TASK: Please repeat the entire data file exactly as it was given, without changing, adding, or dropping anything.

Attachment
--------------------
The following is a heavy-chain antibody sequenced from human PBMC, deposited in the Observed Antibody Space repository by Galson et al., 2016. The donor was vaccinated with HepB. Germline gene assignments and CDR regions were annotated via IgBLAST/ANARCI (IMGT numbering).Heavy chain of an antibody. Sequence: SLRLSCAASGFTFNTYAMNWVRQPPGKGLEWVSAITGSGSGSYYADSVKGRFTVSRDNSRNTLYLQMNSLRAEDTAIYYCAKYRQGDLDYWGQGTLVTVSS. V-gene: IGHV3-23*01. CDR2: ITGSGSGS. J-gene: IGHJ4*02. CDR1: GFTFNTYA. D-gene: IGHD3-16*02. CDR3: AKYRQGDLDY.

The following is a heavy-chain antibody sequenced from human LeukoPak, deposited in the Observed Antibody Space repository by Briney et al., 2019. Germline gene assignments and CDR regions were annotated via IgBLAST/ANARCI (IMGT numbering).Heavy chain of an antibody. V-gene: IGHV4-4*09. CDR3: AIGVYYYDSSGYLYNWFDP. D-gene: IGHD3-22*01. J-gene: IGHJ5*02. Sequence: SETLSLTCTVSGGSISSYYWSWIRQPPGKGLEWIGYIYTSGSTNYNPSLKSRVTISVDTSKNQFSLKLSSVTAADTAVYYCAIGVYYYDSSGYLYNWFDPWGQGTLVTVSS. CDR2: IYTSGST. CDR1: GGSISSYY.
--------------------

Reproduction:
The following is a heavy-chain antibody sequenced from human PBMC, deposited in the Observed Antibody Space repository by Galson et al., 2016. The donor was vaccinated with HepB. Germline gene assignments and CDR regions were annotated via IgBLAST/ANARCI (IMGT numbering).Heavy chain of an antibody. Sequence: SLRLSCAASGFTFNTYAMNWVRQPPGKGLEWVSAITGSGSGSYYADSVKGRFTVSRDNSRNTLYLQMNSLRAEDTAIYYCAKYRQGDLDYWGQGTLVTVSS. V-gene: IGHV3-23*01. CDR2: ITGSGSGS. J-gene: IGHJ4*02. CDR1: GFTFNTYA. D-gene: IGHD3-16*02. CDR3: AKYRQGDLDY.

The following is a heavy-chain antibody sequenced from human LeukoPak, deposited in the Observed Antibody Space repository by Briney et al., 2019. Germline gene assignments and CDR regions were annotated via IgBLAST/ANARCI (IMGT numbering).Heavy chain of an antibody. V-gene: IGHV4-4*09. CDR3: AIGVYYYDSSGYLYNWFDP. D-gene: IGHD3-22*01. J-gene: IGHJ5*02. Sequence: SETLSLTCTVSGGSISSYYWSWIRQPPGKGLEWIGYIYTSGSTNYNPSLKSRVTISVDTSKNQFSLKLSSVTAADTAVYYCAIGVYYYDSSGYLYNWFDPWGQGTLVTVSS. CDR2: IYTSGST. CDR1: GGSISSYY.